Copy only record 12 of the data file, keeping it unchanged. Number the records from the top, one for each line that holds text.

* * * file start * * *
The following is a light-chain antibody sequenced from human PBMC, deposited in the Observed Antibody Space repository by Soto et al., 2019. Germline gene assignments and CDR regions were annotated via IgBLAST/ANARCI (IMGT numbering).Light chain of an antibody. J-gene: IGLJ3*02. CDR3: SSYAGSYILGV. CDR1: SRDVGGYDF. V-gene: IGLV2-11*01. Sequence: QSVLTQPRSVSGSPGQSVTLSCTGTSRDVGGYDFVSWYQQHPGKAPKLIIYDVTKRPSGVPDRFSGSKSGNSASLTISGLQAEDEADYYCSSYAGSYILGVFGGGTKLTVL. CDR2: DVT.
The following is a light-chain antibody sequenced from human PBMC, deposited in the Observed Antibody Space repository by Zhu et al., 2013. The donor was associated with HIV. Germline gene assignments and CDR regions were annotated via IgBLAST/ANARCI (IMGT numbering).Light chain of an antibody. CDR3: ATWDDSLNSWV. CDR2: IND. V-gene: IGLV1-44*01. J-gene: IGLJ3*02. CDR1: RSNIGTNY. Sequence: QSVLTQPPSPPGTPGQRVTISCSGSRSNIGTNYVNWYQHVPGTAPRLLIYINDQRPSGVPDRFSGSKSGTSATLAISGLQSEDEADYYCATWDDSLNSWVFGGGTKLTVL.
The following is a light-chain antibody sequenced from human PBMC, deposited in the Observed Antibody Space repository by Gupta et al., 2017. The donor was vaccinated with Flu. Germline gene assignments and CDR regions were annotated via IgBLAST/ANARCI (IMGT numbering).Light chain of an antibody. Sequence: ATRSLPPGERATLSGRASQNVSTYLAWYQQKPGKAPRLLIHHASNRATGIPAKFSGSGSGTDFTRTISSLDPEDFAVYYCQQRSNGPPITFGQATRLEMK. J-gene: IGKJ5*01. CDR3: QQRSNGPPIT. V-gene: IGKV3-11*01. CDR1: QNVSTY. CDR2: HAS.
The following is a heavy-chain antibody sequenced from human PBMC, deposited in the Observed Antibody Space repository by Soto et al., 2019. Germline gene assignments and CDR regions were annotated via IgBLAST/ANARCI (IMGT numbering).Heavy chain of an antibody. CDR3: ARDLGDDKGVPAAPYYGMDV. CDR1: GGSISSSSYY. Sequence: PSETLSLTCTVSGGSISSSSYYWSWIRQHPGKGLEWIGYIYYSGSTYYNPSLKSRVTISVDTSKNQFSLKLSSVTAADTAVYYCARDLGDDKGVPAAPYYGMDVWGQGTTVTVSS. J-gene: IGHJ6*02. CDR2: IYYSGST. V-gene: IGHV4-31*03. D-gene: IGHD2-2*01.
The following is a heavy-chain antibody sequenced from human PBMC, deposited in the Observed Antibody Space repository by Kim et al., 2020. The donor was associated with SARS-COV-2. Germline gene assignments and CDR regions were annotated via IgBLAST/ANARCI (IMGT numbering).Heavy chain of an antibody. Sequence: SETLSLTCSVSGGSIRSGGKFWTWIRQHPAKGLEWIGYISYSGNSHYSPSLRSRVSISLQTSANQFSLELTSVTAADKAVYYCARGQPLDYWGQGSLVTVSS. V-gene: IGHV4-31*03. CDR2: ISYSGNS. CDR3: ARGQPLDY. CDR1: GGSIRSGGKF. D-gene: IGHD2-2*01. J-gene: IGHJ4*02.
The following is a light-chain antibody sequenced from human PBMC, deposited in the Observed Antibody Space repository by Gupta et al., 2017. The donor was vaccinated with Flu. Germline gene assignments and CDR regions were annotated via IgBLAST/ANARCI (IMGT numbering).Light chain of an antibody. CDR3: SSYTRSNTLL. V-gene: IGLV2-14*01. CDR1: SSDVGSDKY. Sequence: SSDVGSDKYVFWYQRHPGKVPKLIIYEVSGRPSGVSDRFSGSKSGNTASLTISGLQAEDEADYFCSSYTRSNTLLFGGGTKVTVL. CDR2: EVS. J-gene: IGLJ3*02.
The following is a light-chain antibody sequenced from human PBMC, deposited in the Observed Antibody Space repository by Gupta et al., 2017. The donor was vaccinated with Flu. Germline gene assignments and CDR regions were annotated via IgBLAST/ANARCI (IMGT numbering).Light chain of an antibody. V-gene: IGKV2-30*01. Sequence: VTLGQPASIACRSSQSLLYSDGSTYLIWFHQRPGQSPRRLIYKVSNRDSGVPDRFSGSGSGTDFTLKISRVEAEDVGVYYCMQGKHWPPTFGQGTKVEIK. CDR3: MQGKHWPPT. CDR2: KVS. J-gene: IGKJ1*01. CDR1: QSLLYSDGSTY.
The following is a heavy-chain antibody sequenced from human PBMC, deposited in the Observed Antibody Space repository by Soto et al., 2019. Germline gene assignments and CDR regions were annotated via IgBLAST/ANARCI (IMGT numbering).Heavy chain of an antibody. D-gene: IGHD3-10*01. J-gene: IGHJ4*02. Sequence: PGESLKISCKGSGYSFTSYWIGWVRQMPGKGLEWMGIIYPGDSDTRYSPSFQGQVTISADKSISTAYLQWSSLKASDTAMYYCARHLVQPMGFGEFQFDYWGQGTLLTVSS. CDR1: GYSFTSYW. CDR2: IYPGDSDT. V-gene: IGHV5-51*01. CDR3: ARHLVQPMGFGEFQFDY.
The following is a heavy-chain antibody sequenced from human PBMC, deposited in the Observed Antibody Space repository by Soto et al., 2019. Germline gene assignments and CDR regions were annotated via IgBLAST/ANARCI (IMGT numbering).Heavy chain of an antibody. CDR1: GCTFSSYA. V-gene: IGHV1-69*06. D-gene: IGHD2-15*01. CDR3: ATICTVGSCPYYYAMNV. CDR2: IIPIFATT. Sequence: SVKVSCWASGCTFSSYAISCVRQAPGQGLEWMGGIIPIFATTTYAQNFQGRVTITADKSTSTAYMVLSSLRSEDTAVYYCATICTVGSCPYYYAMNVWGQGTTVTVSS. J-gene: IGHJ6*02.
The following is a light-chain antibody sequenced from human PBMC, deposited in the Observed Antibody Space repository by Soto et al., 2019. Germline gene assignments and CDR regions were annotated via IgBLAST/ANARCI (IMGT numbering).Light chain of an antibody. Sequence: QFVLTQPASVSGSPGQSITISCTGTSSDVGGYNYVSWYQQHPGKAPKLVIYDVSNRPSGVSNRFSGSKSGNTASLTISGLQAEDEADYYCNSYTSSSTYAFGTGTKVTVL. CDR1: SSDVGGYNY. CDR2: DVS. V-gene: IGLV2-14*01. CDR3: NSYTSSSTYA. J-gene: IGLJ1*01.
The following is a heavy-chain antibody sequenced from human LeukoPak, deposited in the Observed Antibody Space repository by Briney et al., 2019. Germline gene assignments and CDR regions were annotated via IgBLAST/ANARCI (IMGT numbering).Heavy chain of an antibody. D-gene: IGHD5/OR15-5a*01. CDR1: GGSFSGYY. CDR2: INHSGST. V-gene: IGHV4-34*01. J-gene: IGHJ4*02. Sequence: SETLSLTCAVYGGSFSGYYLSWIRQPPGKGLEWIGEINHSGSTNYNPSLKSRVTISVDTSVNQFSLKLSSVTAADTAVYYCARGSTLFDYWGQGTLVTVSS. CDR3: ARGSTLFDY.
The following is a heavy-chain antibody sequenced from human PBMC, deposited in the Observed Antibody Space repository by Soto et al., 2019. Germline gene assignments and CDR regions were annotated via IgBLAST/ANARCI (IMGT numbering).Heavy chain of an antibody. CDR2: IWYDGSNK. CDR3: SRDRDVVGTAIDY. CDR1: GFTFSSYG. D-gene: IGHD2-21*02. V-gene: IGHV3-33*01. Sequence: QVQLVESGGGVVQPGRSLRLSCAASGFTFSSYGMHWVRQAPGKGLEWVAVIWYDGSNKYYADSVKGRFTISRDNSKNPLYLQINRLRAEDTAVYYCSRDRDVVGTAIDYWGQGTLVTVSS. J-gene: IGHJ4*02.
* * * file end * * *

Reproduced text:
The following is a heavy-chain antibody sequenced from human PBMC, deposited in the Observed Antibody Space repository by Soto et al., 2019. Germline gene assignments and CDR regions were annotated via IgBLAST/ANARCI (IMGT numbering).Heavy chain of an antibody. CDR2: IWYDGSNK. CDR3: SRDRDVVGTAIDY. CDR1: GFTFSSYG. D-gene: IGHD2-21*02. V-gene: IGHV3-33*01. Sequence: QVQLVESGGGVVQPGRSLRLSCAASGFTFSSYGMHWVRQAPGKGLEWVAVIWYDGSNKYYADSVKGRFTISRDNSKNPLYLQINRLRAEDTAVYYCSRDRDVVGTAIDYWGQGTLVTVSS. J-gene: IGHJ4*02.